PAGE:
Louvin Brothers – Satan Is Real

January 01, 1970

(Light In The Attic)




Charlie and Ira Louvin recorded Satan Is Real in three days in August 1958 as part of a 10-day
studio stint that also produced all or most of two other albums. The album
wasn’t released until November of the following year: Capitol Records wasn’t in
a rush to release a set of dark, conflicted testaments, and there was some
question of the Louvins’ relevance in the age of Elvis. Satan Is Real is a gospel album, one of the most successful of the many
that the brothers recorded between 1947 and 1963, but it’s as much about the
hellish, fearful side of believing as it is about the succor of salvation; in some
ways, its sentiments are more akin to those found in gospel blues album than in
the archetypal close-harmony country of the Louvins. It’s a strange album with
an even stranger cover, and both are classics.


Ira Louvin, the tall, hellraising, mandolin-playing (and
-smashing) brother to the more grounded, guitar-playing Charlie, opens the
album singing,  “Satan is real, working
with power, he can tempt you and
lead you astray,” before launching into a preacherly recitation. That tension
between Satan and salvation plays out throughout the album, and at times,
Satan’s temptations risk outshining
God’s salvation (Satan’s been a scene-stealer going back at least as far as Milton’s Paradise Lost). Ira’s recitations
punctuate several tracks here, and they risk sounding hokey today, but they’re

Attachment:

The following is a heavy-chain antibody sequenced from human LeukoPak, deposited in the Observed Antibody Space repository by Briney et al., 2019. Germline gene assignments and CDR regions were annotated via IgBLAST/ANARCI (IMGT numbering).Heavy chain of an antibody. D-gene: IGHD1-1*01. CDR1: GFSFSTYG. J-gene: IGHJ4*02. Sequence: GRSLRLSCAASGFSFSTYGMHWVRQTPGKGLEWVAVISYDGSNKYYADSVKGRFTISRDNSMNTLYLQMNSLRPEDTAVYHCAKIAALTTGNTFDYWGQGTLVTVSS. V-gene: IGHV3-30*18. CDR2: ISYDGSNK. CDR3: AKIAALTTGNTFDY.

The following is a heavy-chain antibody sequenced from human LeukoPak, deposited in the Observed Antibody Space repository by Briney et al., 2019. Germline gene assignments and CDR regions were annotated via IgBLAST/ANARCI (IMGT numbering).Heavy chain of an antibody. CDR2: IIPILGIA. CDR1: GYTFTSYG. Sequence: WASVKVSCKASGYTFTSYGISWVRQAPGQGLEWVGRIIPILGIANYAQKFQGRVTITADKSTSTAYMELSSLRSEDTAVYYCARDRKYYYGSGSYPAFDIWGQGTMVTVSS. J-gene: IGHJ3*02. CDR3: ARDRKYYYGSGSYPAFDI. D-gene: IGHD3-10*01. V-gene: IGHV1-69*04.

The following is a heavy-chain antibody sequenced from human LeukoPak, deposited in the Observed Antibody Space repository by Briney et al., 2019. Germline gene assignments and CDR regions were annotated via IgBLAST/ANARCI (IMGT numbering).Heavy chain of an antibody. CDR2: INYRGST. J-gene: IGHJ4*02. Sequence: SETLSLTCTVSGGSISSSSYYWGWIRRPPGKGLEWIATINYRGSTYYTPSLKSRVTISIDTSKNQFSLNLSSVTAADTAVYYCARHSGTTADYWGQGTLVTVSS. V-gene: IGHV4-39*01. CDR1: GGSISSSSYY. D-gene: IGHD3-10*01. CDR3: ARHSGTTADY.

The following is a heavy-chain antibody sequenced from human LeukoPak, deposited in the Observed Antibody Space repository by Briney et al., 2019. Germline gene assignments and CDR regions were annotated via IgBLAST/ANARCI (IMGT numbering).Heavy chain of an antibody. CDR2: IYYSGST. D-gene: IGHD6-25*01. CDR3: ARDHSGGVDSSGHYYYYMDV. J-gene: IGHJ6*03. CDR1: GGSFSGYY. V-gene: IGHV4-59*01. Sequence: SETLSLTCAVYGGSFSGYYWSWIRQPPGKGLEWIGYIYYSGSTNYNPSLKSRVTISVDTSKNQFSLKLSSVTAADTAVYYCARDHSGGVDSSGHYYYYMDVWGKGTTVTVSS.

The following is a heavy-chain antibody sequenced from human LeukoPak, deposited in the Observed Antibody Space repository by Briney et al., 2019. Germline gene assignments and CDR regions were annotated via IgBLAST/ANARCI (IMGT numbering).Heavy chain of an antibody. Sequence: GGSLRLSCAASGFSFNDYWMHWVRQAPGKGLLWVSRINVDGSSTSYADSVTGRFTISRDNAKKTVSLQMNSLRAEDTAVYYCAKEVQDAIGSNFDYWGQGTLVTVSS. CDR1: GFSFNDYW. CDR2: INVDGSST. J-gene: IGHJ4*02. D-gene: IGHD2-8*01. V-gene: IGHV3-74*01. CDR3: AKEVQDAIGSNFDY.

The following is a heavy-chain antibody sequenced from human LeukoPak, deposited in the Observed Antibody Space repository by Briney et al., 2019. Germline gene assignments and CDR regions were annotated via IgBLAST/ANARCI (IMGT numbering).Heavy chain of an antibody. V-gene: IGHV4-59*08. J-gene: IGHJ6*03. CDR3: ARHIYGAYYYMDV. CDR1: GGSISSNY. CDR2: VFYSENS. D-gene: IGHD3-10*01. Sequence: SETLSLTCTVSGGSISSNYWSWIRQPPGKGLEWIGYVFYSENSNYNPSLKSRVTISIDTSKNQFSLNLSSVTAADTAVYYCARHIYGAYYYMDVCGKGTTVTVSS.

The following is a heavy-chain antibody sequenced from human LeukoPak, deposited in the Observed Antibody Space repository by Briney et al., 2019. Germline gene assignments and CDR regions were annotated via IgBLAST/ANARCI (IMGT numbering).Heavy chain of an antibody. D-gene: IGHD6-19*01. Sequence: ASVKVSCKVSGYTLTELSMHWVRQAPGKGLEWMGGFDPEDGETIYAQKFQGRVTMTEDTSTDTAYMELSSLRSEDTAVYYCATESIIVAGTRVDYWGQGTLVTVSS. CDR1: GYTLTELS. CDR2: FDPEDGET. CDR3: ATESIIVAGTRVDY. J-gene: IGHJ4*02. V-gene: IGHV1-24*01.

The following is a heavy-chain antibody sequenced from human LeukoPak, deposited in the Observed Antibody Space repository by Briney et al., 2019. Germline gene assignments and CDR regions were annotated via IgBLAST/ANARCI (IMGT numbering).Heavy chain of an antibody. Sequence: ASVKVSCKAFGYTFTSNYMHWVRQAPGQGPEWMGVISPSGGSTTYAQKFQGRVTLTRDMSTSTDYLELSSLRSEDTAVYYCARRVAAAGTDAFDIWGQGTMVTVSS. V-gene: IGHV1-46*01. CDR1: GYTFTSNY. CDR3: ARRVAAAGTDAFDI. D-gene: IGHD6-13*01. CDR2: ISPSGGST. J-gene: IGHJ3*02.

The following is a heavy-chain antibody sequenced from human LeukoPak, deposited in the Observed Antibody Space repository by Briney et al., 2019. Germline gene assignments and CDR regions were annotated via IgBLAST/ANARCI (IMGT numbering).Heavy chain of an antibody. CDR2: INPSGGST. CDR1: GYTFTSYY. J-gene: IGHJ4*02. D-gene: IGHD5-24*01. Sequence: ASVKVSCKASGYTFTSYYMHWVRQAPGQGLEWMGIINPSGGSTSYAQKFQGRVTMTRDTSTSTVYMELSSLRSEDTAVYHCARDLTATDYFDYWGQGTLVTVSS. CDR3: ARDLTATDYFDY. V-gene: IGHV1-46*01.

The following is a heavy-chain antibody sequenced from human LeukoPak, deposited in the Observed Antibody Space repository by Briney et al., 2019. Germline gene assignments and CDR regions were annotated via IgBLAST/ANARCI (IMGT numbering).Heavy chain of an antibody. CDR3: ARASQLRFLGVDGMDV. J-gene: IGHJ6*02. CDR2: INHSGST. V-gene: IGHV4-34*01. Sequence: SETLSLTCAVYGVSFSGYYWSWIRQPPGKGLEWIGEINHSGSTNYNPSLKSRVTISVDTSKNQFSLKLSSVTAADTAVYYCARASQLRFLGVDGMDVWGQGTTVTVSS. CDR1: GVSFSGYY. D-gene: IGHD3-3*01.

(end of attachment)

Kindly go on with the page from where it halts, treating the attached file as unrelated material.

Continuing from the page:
also a key part of the world of Satan Is
: it’s a place where sin and failure are the starting point, and the
threat of them being the ending point looms. It’s a scary place, full of
pleading kneeling drunkards and imminent death. “Are you afraid to die?,” they
ask, but they aren’t reassured about eternal life; instead, they want to make
us fear our fallible, sinful states. And it’s a place of firm belief, as
proclaimed in “The Christian Life,” the song later covered by the Byrds. But
the harmonies and duets of Charlie and Ira are the anchor here, as much as
faith is, and the album is full of great songs sung greatly.


This package is, of course, graced with the iconic original
cover, dreamt up by the brothers, which shows Ira and Charlie in white suits,
pink shirts and black ties, open-armed and open-mouthed, standing in front of
flames (produced from kerosene-soaked tires), with a tall, plywood folk-art
devil behind them, pitchfork poised above Ira’s head. The package is also
graced with a bonus disc of “Handpicked Songs, 1955-1962,” which amounts to a
greatest hits collection. Before Charlie’s death in 2011, there was talk of him
recording a set of duets with Phil Everly of the Everly Brothers as a bonus
disc for this reissue. Instead, we get favorite Louvins songs chosen by a
wide-range of artists, from Emmylou Harris, Chris Hillman and Graham Nash to
Jim James, Beck and Will Oldham, many of whom offer testimonials of their own
in the accompanying booklet. Here you’ll find “When I Stop Dreaming,” “Cash on
the Barrelhead,” “Knoxville Girl” and other non-secular hits, all


There’s not a better pearly gateway to the great, higher
power of the Louvin Brothers.


DOWNLOAD: “There’s
a Higher Power,” “The Christian Life,” “When I Stop Dreaming.”  STEVE KLINGE


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